The education system is the first aspect to examine. There are private and public schools throughout the world – the difference between, let’s say, Canada and Pakistan is that the quality of education provided in both does not and cannot fall below a decent standard. Our public schools are shameful, not only because staff has no proper training (not that it matters since they rarely show up or stick to a curriculum) but because there is a disgusting difference between what a girl in a Model’s Girl College is taught and what I was taught at Headstart School. And the sad part is that the children who go to these schools are, on the whole, more dedicated, hard working and thirsty for knowledge, unlike us private schoolers who took everything for granted. From the minute a child is placed in a public school in Pakistan, the inequality becomes manifest. I know for a fact that students in public schools in Pakistan, if groomed the way my school groomed me, would run circles around me and I just wouldn’t be able to catch up. I just had the opportunity – the elite just has the opportunity – and honestly, most of us don’t even deserve it half as much as the kids I’ve had the pleasure of interacting with from public schools. Having identified problem number one, you realize there’s a very simple solution: allocate just a little bit more to the education budget, set a general basic curriculum for all public and private schools so that the minimum standard is decent, ensure teachers are given proper training workshops and salaries, monitor staff attendance. Additionally, it is not unheard of that the government subsidize textbooks so that parents who can’t make ends meet can make sure their children at least have the opportunity to build a future. Not impossible.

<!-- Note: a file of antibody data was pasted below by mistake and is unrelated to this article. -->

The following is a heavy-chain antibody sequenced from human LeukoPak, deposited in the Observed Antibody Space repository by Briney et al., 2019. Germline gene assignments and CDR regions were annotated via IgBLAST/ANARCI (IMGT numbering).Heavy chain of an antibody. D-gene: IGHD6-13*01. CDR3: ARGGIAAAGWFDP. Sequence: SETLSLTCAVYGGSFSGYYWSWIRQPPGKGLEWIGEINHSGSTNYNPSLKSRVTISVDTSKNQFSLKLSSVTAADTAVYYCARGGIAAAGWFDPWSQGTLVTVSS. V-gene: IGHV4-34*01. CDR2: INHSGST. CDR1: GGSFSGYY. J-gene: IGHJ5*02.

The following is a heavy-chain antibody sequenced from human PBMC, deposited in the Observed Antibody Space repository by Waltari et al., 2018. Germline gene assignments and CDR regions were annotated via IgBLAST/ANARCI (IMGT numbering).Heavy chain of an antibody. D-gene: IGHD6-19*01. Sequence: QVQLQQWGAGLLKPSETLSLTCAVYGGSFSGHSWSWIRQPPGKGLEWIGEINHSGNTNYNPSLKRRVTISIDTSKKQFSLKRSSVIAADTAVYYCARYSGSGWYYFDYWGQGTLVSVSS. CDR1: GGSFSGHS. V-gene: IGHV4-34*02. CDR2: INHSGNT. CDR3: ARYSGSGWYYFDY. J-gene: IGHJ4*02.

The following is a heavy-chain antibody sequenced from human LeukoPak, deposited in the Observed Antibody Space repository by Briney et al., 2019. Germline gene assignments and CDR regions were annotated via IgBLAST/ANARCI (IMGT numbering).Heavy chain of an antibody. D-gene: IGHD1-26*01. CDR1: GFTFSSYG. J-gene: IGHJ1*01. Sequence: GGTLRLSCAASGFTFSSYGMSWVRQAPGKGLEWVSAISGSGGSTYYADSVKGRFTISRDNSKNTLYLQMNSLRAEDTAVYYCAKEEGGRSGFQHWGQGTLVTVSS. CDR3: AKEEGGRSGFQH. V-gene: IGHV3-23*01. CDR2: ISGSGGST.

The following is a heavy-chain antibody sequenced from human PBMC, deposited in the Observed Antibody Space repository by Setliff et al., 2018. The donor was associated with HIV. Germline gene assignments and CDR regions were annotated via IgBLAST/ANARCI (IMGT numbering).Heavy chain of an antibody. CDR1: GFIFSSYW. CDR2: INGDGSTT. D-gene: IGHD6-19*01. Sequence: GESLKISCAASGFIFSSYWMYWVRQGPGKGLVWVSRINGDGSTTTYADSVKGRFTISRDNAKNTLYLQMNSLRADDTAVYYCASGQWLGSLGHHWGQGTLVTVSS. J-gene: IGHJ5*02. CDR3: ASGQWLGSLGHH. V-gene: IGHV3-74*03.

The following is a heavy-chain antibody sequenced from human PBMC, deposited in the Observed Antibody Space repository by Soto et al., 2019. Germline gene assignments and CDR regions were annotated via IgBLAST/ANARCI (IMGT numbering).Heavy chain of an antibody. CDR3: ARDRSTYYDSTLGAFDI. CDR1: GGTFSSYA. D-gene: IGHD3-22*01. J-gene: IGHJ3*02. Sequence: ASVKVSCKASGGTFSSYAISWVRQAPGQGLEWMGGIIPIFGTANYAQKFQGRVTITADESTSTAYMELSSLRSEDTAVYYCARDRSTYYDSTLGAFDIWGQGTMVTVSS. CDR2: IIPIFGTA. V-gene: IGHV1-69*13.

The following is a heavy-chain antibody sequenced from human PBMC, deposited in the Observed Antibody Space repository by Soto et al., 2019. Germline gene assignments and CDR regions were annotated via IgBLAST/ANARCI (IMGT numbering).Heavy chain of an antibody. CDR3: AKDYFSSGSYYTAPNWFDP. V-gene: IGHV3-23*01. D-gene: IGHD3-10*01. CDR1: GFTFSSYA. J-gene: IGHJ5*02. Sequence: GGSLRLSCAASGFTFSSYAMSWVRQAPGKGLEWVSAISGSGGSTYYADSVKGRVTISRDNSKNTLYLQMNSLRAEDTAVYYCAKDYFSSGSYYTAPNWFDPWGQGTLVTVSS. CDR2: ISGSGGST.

Moving on… health – the rich can afford it, the poor just die. Basic medical awareness is non-existent – people in Pakistan still die due to diarrhoea, a large proportion refuses to get vaccinations against Polio. Why? Because there hasn’t been even a half-hearted effort by the State to educate people on the fact that polio drops do not prevent fertility. Polio can potentially destroy the future of upcoming generations, crippling leaders of tomorrow but no, the Mullah fills the vacuum of power left by state absence when it comes to providing basic medical information to the poor. The cost of medicine and treatments is ridiculous – those who cannot afford them are doomed to die. The poor die because the rich can afford healthcare for illnesses, basic to serious.